HOT SPRINGS, Ark. – J.T. Kenney and Chad Grigsby are buddies and fishing partners on the Wal-Mart FLW Tour. Throughout the long slog of a demanding tournament season, the two Northern bass pros share information, practice together and generally try to help each other out on the water. That’s why things just got very interesting heading into the 12-angler final round of the Forrest L. Wood Championship. What happens when two friends like Kenney and Grigsby – who both caught leading weights in Friday’s second round – have to fish against each other for a half-million dollars?
Kenney, who hails from Frostburg, Md., caught a five-bass limit weighing 8 pounds, 11 ounces and defeated bracket opponent Mike Hawkes of Sabinal, Texas, to advance into Saturday’s finals. Hawkes caught a limit, but it came up 3 1/2 pounds short at a total of 5-2.
“I started fishing under a bridge early, trying to catch a few keepers and get a limit,” Kenney said. “Then I left and tried for some big fish, and I actually caught two of them today.”
Kenney said he’s been fishing the same way all week long at Lake Hamilton: catching a little limit first, then going hunting for some of those precious 3-pound kickers.
“I’ve been going for schoolers early,” he said. “Once I get five, I’ll leave and just throw a buzzbait all day. Today, I caught five schoolers by 9:30, and the first place I hit with the buzzbait, I caught a couple good ones within two hours.”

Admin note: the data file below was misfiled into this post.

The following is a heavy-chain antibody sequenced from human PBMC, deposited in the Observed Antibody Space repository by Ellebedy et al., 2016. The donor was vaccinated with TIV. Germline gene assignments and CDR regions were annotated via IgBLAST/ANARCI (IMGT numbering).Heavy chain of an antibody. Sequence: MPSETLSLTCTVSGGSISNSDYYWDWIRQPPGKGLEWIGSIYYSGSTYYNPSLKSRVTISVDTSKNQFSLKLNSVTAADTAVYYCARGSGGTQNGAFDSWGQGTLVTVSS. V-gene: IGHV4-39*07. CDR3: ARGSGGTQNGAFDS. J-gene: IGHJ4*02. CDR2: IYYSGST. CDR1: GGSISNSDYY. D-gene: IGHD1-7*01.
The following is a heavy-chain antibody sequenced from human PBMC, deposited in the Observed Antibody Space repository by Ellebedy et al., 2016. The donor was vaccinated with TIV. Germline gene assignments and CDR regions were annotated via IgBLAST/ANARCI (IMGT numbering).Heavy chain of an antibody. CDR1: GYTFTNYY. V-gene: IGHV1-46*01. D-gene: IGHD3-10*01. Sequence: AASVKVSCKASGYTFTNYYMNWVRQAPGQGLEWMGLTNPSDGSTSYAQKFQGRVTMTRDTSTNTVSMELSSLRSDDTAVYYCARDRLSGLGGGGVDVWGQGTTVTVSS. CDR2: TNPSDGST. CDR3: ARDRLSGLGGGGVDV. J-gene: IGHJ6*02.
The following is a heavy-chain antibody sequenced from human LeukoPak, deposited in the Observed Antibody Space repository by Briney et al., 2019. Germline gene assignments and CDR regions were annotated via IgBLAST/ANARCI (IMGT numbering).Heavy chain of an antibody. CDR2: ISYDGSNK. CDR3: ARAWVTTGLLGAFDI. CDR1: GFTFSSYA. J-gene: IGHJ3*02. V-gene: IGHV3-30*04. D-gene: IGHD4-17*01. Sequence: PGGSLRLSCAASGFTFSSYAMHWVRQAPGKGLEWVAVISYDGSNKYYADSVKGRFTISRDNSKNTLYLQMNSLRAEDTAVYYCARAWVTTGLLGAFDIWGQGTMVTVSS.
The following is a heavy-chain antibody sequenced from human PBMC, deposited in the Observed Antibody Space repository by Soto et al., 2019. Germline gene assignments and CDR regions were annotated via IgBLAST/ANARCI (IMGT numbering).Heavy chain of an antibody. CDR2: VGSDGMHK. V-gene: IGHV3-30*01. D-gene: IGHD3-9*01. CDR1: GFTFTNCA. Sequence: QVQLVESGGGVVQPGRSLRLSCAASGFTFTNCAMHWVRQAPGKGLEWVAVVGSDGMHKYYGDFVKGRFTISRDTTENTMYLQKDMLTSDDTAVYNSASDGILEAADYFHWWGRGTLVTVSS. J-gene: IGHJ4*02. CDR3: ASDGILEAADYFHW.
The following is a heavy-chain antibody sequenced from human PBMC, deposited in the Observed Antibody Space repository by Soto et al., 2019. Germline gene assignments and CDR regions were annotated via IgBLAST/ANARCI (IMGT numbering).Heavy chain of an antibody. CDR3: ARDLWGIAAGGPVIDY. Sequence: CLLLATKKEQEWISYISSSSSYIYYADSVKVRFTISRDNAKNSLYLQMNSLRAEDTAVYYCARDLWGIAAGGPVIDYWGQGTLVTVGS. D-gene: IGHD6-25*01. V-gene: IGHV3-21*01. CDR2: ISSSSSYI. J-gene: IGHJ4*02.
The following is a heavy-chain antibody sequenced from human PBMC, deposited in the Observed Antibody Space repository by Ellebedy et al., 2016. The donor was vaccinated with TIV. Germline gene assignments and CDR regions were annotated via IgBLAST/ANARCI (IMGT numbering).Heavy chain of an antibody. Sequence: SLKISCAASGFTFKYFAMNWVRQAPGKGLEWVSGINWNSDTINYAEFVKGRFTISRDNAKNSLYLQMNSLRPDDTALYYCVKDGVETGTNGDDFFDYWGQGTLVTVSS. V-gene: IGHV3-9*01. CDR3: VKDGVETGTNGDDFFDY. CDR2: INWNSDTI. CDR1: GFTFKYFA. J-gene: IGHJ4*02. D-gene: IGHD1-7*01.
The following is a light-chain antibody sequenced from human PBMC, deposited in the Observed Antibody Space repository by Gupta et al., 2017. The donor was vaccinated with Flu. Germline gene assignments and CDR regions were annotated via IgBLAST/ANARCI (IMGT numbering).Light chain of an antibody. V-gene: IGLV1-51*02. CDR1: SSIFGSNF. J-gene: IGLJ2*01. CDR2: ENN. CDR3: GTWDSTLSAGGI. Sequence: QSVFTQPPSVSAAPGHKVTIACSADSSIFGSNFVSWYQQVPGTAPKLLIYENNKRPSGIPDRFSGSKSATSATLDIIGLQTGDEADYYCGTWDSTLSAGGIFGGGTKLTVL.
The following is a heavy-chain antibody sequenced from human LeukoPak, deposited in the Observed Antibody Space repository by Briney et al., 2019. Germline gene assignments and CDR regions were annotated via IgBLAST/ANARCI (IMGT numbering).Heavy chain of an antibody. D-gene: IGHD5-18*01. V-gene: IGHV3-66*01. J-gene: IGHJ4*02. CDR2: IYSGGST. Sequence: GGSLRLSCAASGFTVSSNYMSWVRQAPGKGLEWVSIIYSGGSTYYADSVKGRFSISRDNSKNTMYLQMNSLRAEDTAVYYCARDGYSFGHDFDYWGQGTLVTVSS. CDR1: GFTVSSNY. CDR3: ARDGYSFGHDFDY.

While it only counted within his bracket matchup against Hawkes, Kenney’s limit was the heaviest Friday. But he wasn’t the only one capitalizing on the schooling fish/buzzbait pattern.
Grigsby, who landed six keeper fish Friday, also caught a limit of schoolers first, then went kicker-hunting with a buzzbait in shallow water.
“We’re both doing the same thing. We’re not in the same spots, but we’re doing the same thing,” Kenney said. “I figured out the schoolers in practice, and he figured out the buzzbait. We’ll just put them together and see what we can do.”
“I went to an all-new area today,” Grigsby said. “I had one 2 1/2-pounder, but the difference was that I didn’t have any little 12-inchers. Plus, I had a couple of missed bites in the 2 1/2- to 3-pound range. I’m just covering water, man. I put my trolling motor on 70 and threw the buzzbait most of the day.”
So, is it mere coincidence that he and Kenney once again managed to land themselves in an FLW final round together, more so at the biggest one of the year?